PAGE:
Tag Archives: DSGEIS

Cuomo Fracks New York State with Irony and Disassociative Policy Disease


 

(BREAKING NEWS:  With so many promising initiatives outlined by the Governor in his State of the State Address,  it may seem like base cavilling to focus on a single issue like “fracking,” but my underlying assumption is that high-volume, high-pressure hydraulic fracturing is not the “problem.”   It is a symptom of the problem and it serves quite nicely to illustrate a corollary:  “If you partner with industry (especially the gas extraction industry) you will be forced to engage in tortured reasoning,  mad dashes left and right and a convoluted persecution of the laws that govern public Agencies.  (The  State Administrative Procedures Act ((SAPA), for instance,  figures heavily in an intent to sue notice prepared by David and Helen Slottje,  founding attorneys at Community Environmental Defense Council, Inc.  Last night, as this Breathing article was getting final edits,  the Slottjes wrote,  “…we will turn a version of this  [notice] into a formal petition to the State detailing why the regs and the draft SGEIS are illegal, demanding that the regs and the draft SGEIS be withdrawn, and placing the State on notice that suit will be brought if the demand is not honored.”)

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First, whether you are a pro-fracking or pro-Moratorium New Yorker,  when you searched the text of Governor Cuomo’s  State of the State Address for some variation of “frac,”  “fractured,”  “frack,”  or “frackturing,”  you were immediately rewarded with several instances of  “FRAC.”   Armed with a fresh cup of coffee or some sedative,  you prepared to delve into the convoluted shoals that are Cuomo’s  gas extraction policy.

And that’s where you encountered the first multi-layered irony.  During the past month, activists sent New York’s Department of Environmental Conservation (DEC)  more than 200,000 comments about the Agency’s  regs,   draft SGEIS,  its review process and lack of adherence to State law.  Many of those comments were submitted “under protest” and came on the heels of more than 60,000 submitted during the last round of dSGEIS comments.  But the “FRAC” in the Governor’s speech didn’t refer to gas, extraction or hydraulics.  It’s the Food Research and Action Center which studies accessibility to “affordable fresh fruits and vegetables” and the impact of that accessibility on health.  It is a notable initiative but kind of moot if New York’s  fertile foodsheds are fracked.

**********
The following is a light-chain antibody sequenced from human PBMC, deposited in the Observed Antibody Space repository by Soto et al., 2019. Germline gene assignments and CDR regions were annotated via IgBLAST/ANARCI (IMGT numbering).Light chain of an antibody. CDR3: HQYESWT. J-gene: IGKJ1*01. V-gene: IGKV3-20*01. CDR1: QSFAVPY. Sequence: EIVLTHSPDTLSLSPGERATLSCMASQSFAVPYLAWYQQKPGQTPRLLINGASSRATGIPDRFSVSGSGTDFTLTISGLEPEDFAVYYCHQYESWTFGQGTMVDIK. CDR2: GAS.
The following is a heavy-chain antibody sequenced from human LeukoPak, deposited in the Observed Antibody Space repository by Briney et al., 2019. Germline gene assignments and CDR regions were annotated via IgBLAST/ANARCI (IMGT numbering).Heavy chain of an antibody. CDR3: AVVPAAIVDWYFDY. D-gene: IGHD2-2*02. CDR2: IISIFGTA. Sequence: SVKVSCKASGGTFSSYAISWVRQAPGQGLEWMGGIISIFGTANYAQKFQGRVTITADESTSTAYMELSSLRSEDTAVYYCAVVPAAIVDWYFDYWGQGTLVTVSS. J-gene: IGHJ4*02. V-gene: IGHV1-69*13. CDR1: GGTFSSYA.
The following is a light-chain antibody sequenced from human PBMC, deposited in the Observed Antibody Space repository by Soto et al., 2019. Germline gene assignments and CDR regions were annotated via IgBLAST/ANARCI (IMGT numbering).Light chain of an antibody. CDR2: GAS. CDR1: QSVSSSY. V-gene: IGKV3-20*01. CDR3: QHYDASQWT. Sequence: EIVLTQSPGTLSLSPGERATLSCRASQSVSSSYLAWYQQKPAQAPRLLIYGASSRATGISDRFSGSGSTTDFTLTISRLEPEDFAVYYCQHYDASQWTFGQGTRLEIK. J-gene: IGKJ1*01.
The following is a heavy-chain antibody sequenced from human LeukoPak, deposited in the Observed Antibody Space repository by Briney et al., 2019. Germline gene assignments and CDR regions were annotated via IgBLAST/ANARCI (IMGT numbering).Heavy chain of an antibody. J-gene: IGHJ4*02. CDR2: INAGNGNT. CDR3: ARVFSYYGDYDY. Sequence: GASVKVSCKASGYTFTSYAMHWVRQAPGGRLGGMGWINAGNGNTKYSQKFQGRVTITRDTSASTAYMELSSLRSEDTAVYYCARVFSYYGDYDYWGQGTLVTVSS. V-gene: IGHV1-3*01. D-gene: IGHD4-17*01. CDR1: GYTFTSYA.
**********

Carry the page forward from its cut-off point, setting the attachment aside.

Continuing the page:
You settled in a little deeper and began to review the State of the State Address category-by-category.

Under the broad heading of “Economic Development,” Governor Cuomo  touted Tax-Free Hot Spots, Academics and Unemployment Insurance.  He announced, “The Adirondack Challenge, a national rafting and paddling competition…[that] will  focus the world’s attention on the unparalleled natural beauty and recreational opportunities of the Adirondacks to attract tourists to Upstate New York.”

That’s lovely for the Adirondack and Catskill Parks which are protected from fracking by the NYS Constitution, but how will tourists reach those oases if not via a scenic gas drilling byway?   Additionally, as Cuomo  plots to protect some areas of New York State as more worthy of conservation than others, the Adirondack Mountain Club has reminded him, “It is clear from Article XIV, section (3)(1) of the Constitution that the state cannot enter into a lease with any private corporation for the extraction of natural gas from any state forest or reforestation area located in the counties of Greene, Ulster, Sullivan, or Delaware counties.”

Uh oh.

The Governor spoke to the Economy of Tomorrow and laid out a plan to Make New York the Leader in the Clean Tech Economy. He pledged himself to the creation of a workforce capable of meeting the new demands of his 21st century model.